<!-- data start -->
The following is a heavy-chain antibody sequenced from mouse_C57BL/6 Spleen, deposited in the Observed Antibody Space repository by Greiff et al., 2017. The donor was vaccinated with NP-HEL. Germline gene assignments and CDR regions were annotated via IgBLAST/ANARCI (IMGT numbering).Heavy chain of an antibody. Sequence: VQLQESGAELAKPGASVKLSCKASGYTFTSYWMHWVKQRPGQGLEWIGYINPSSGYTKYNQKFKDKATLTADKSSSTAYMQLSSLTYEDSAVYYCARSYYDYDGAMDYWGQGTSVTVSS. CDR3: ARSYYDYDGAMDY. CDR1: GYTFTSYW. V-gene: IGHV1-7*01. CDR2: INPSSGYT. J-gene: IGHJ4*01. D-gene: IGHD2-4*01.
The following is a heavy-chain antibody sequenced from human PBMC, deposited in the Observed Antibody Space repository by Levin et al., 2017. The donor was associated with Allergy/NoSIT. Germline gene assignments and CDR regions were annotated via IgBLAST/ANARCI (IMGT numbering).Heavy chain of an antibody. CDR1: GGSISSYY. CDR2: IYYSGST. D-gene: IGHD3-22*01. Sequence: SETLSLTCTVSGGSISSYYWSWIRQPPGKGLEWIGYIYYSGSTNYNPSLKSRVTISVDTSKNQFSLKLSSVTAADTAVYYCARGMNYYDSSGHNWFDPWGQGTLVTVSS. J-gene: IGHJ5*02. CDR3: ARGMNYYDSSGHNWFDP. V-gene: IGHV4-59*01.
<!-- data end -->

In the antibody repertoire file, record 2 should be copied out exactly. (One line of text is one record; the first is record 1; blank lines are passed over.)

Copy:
The following is a heavy-chain antibody sequenced from human PBMC, deposited in the Observed Antibody Space repository by Levin et al., 2017. The donor was associated with Allergy/NoSIT. Germline gene assignments and CDR regions were annotated via IgBLAST/ANARCI (IMGT numbering).Heavy chain of an antibody. CDR1: GGSISSYY. CDR2: IYYSGST. D-gene: IGHD3-22*01. Sequence: SETLSLTCTVSGGSISSYYWSWIRQPPGKGLEWIGYIYYSGSTNYNPSLKSRVTISVDTSKNQFSLKLSSVTAADTAVYYCARGMNYYDSSGHNWFDPWGQGTLVTVSS. J-gene: IGHJ5*02. CDR3: ARGMNYYDSSGHNWFDP. V-gene: IGHV4-59*01.